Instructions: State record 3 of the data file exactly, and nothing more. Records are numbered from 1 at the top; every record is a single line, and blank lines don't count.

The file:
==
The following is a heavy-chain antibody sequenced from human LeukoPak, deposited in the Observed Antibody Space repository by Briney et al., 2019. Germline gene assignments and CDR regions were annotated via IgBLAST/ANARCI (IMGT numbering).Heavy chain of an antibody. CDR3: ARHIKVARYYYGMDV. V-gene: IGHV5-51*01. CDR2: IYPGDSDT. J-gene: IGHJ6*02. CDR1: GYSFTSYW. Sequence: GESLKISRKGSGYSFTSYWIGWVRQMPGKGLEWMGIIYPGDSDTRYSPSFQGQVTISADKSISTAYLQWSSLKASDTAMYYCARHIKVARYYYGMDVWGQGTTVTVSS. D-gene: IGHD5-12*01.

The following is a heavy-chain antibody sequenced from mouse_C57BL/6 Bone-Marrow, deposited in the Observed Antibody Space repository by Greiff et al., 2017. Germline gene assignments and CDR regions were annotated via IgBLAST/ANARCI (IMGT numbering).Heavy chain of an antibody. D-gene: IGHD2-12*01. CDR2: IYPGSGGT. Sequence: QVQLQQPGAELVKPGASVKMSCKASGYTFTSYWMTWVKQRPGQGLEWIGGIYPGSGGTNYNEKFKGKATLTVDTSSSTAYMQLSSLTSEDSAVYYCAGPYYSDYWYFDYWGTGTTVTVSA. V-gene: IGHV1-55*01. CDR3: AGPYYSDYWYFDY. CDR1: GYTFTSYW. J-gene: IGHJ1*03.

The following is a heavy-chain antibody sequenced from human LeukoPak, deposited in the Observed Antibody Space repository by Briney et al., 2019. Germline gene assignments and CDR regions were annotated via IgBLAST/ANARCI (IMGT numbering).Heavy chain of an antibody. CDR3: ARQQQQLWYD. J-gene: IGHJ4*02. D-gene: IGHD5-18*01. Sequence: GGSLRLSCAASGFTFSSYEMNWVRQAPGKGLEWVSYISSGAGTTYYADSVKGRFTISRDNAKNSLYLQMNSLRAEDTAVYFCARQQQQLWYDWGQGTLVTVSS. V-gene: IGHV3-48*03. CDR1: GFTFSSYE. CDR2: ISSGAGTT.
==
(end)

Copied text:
The following is a heavy-chain antibody sequenced from human LeukoPak, deposited in the Observed Antibody Space repository by Briney et al., 2019. Germline gene assignments and CDR regions were annotated via IgBLAST/ANARCI (IMGT numbering).Heavy chain of an antibody. CDR3: ARQQQQLWYD. J-gene: IGHJ4*02. D-gene: IGHD5-18*01. Sequence: GGSLRLSCAASGFTFSSYEMNWVRQAPGKGLEWVSYISSGAGTTYYADSVKGRFTISRDNAKNSLYLQMNSLRAEDTAVYFCARQQQQLWYDWGQGTLVTVSS. V-gene: IGHV3-48*03. CDR1: GFTFSSYE. CDR2: ISSGAGTT.